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What do UK farmers think about cultured meat?

Research Digest
Agri-TechE

What do livestock farmers think about the potential impact of cultured meat? A team, including researchers from the Lincoln Institute for Agri-Food Technology, discovered that farmers saw the opportunities offered by the new technology and wanted to explore these further.

Cultured meat, heralded as a transformative solution for sustainable agriculture, has garnered attention for its environmental and social implications. While discussions have predominantly revolved around the opportunities it presents, the voices of farmers, integral stakeholders, remain largely unheard. Until now…

The Study

A research initiative aimed at understanding UK farmers’ perspectives on cultured meat, led by a team from the University of Lincoln and Royal Agricultural University (RAU), funded by the BBSRC and published in the journal Frontiers in Sustainable Food Systems, reveals nuanced reflections and considerations about this potentially disruptive technology.

University of Lincoln

The study engaged 75 farmers through six focus groups, representing diverse sectors and regions across the UK. Questions explored their understanding of cultured meat, potential impacts, and envisioned business scenarios. Thematic analysis was applied to transcribed discussions.

The Technology

Cultured meat is a novel production method that involves cultivating animal cells in a controlled environment. While still in the early stages of development, this technology could address environmental challenges associated with intensive livestock farming. Burleigh Dodds Science Publishing’s ‘Cultured Meat Technology’ provides a deeper explanation.

Given that cultured meat is strategically positioned as a potential replacement for traditional livestock farming, understanding farmers’ perspectives on this emerging technology is crucial. The study aims to bridge the gap between technological innovation and the agricultural sector, providing valuable insights into the sentiments and considerations of farmers who may be directly affected by the advent of cultured meat.

Their perspectives are essential in navigating the potential impact of cultured meat on established farming practices, ensuring a more comprehensive and inclusive approach to the evolving landscape of agricultural technologies.

Cultured pork meat from Uncommon
Cultivated pork from Uncommon (uncommonbio.co)

Perceived risks and unexpected insights

Farmers expressed complex views, addressing ethical, environmental, and socio-economic narratives associated with cultured meat. Reactions reflected initial scepticism, emphasising the need for clear communication on health implications, market positioning, and technological intricacies. Ethical concerns and worries about power concentration in the industry also emerged as prominent themes.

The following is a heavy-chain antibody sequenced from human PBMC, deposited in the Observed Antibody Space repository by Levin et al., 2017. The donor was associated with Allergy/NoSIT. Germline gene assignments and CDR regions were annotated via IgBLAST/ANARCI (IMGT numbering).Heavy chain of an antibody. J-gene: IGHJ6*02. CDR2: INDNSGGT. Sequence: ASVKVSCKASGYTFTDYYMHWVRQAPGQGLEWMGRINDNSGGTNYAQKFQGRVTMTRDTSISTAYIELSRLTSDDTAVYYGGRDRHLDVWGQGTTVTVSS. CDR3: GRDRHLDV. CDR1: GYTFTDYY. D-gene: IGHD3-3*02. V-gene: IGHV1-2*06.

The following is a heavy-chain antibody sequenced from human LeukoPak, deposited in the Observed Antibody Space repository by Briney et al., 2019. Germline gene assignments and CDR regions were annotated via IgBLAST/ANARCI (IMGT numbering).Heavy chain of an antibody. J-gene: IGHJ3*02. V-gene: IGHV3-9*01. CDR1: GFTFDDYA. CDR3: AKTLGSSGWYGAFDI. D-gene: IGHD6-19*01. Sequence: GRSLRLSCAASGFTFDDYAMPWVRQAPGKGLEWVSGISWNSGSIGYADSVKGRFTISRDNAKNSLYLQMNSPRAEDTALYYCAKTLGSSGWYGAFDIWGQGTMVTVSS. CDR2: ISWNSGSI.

However, some farmers also revealed cautious optimism; the greatest opportunities were seen for arable farming, which the participants believed could pivot more easily toward providing cultured meat inputs. Some farmers envisioned new markets, supplying raw materials or even producing cultured meat on-farm. It was generally agreed among the participants of this study that larger-scale, single-output farms would have a greater early advantage in this transition than smaller-scale, mixed farms.

Conclusions

The report makes several recommendations:

  1. Better Representation: Farmers, as a crucial stakeholder group, should be more inclusively involved in decision-making and the technological development of cultured meat.
  2. Critical Debate: Responsible innovation in food systems necessitates a thorough debate on both the opportunities and threats posed by technologies like cultured meat to different stakeholder groups.
  3. Regulation: Specific binding legislation, voluntary codes of conduct, standards, certification, and self-regulation are essential to ensure safeguards for public health and the environment.
  4. Legislation for Standards: There is a need for legislation to ensure a level playing field regarding food and marketing standards across traditional and cell-cultured meat production.
  5. Knowledge Sharing: Facilitating knowledge sharing is crucial to inform farmers and other stakeholders about opportunities for commercial collaborations.

Next Steps

The team is now partnering with nine case study farms spread across the UK and representing a wide range of farming systems. Together, they will explore how each farm could respond to this new technology, for example how it could best compete, or how it could supply ingredients, or even produce cultured meat, on farm.

The findings will be used to produce a heat map of the winners and losers in future scenarios where cultured meat is on sale in the UK.

Read the paper:

Manning L, Dooley JJ, Dunsford I, Goodman MK, MacMillan TC, Morgans LC, Rose DC and Sexton AE (2023) Threat or opportunity? An analysis of perceptions of cultured meat in the UK farming sector. Front. Sustain. Food Syst. 7:1277511.

doi: https://doi.org/10.3389/fsufs.2023.1277511